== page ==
During my playing days, tactful help and awareness of the problem prevented it from getting a grip on a few individuals. Captains and managers vary greatly in this important ability to be sensitive to people when they become unhappy, or aggrieved, or bored. One of Doug Insole's many assets as England manager was in this area. It would be hard to write "sensitivity to potential depression" into the job description of today's England coach. But ordinary human consideration, concern for everyone in the party, and tact should be. And occasionally that would extend to recognising that something more than ordinary friendly management is required, that a player needs to get specialist treatment, and may even have to leave the team for the time being.
Despite all this, the sporting arena itself can provide an antidote, since sport does permit aggression. Many people give the impression that only on the field can they be thoroughly and spontaneously themselves, though here again, this can make retirement, or absence through injury or poor form, feel like a loss of the true self. But at least the sportsman might be helped to avoid depression by the fact that sport has aggression built in. What is not so readily permitted in its ethos is envious rivalry with one's own team-mates. I think it's impossible not to feel some envy at the successes of a colleague who is vying with you for a place, and this can arouse guilt and shame. So aggression can be a problem when one can't enlist it, and also when one can but with too much or inappropriate venom or force.
Sporting teams are, as I've suggested, tough social groups, and the effect can be amplified in cricket, where the participants spend so much time with each other. Vulnerability may not be respected. Professional cricketers can be quick and perceptive, often cruelly so. The dressing room is not an easy place in which to hide. The rough and tumble, the sarcasm and mockery, are mostly friendly, but can also become bullying, the stuff of small boys in school playgrounds. In short, for some cricketers, aggression causes problems rather than provides a safety valve.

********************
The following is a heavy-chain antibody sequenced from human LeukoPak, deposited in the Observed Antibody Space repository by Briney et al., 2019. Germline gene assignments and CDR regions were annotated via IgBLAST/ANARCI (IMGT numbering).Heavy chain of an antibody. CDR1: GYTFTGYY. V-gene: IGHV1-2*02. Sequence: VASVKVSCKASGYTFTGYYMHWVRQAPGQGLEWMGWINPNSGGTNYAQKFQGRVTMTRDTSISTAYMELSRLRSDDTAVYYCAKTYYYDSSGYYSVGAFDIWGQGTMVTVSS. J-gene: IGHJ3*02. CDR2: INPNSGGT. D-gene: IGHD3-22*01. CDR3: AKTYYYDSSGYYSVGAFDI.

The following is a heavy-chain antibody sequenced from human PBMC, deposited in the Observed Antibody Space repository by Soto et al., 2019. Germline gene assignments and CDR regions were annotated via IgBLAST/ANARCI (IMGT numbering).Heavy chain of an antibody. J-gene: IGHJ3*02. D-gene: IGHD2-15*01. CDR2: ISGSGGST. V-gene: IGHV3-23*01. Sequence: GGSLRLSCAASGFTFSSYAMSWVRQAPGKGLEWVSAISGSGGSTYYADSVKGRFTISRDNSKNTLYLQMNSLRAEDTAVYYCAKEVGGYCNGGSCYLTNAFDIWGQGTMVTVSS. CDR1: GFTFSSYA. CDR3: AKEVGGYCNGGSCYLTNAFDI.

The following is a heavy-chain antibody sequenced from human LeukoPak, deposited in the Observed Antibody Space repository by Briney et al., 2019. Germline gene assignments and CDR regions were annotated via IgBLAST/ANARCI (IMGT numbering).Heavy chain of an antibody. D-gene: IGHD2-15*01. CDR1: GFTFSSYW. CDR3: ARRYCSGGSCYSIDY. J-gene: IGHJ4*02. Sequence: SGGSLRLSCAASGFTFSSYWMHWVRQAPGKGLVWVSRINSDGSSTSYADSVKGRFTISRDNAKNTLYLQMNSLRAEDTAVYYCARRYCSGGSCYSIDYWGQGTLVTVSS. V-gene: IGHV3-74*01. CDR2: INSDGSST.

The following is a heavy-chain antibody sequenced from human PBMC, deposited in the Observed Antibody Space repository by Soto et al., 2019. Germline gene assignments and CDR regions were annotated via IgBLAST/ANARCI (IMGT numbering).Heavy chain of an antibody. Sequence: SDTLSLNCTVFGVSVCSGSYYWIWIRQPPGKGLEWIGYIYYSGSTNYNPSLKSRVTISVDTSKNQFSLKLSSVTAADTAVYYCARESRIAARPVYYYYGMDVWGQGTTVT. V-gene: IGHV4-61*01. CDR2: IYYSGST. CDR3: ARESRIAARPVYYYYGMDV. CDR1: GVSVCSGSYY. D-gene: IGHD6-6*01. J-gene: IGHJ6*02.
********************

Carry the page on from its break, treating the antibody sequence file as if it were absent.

Perhaps what I have suggested in relation to both loss and aggression could be summed up thus: what doesn't kill you - or make you depressed - leaves you stronger. The tipping point can be hard to predict, perhaps the outcome of chance and the presence or absence of the right person, or the right piece of good luck, at the right time. Sport can indeed be an antidote to depression. I remember a time when I was in turmoil in my personal life; batting and playing, however difficult to do well, provided an arena in which life's aims and objectives were for a while simplified. It is not easy to hit a hard ball delivered with speed and skill by a fellow professional, but facing it does, like imminent execution, concentrate the mind.
And yet there is no escaping the profundity of depression - nor, as I noted at the beginning, the difficulty among non-sufferers of grasping it. As Trescothick said: "There's so much to it. People say: 'Pull yourself together, move on.' I wish it was that simple. You try to forget, but it takes over your whole life." Our understanding of this crippling condition, especially in the sporting arena, may merely have scratched the surface. And even when something is recognised and acknowledged, it is still hard to know what's best for the sufferer. Sportsmen want, above all, quick fixes, as with physical injury. The trouble is, established patterns can take a long time to shift.
Mike Brearley played in 39 Tests for England between 1977 and 1981, captaining them in 31, of which 18 were won and only four lost. He is a practising psychoanalyst